The act of posing as a female figure unmasks Einar's life-long gender identity as a woman, who names herself Lili Elbe. This sets off a progression, first tentative and then irreversible, of leaving behind the identity as Einar, which she has struggled to maintain all her life. This takes place as both Lili and Gerda relocate to Paris; Gerda's portraits of Lili in her feminine state attract serious attention from art dealers in a way that her previous portraiture had not. It is there that Gerda tracks down art dealer Hans Axgil, a childhood friend of Lili (whom Lili had kissed when they were young). Hans and Gerda's mutual attraction is a challenge, as Gerda is navigating her changing relationship to Lili; but Hans' long-time friendship with and affection for Lili cause him to be supportive of both Lili and Gerda.

As Lili's continued existence presenting as male becomes too much to bear, she starts to seek help from psychologists, but none yields any result, and, in one instance, almost leads her into being committed to an asylum. Eventually, at Hans's recommendation, Lili and Gerda meet Dr. Kurt Warnekros. Dr. Warnekros explains that he has met several people like her, who are physically male but identify as female, and proposes a new, innovative and controversial solution: male to female sex reassignment surgery. This would entail a two-part procedure that involves first removing Lili's external genitalia and then, after a period of recovery, fashioning a vagina. He warns Lili and Gerda that it is a very dangerous operation that has never been attempted before, and Lili would be one of the first to undergo it. Lili immediately agrees and, soon after, travels to Germany to begin the surgery.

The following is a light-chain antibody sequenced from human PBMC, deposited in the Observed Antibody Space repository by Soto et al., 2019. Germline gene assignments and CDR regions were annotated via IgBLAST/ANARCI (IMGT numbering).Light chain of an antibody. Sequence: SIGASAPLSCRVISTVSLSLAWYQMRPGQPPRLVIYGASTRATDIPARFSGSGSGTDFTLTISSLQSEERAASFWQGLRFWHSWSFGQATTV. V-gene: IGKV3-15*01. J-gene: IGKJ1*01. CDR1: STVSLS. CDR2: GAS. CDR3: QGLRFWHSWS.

Lili eventually dies of complications from the surgery. The film ends with Gerda and Hans on a hilltop back in Denmark, in front of the five trees Lili had painted. The scarf that Lili had originally given Gerda, and that had subsequently been given back and forth several times, is carried away on the wind, dancing.




Screenwriter Lucinda Coxon worked on the screenplay for a decade before it was produced. She told Creative Screenwriting: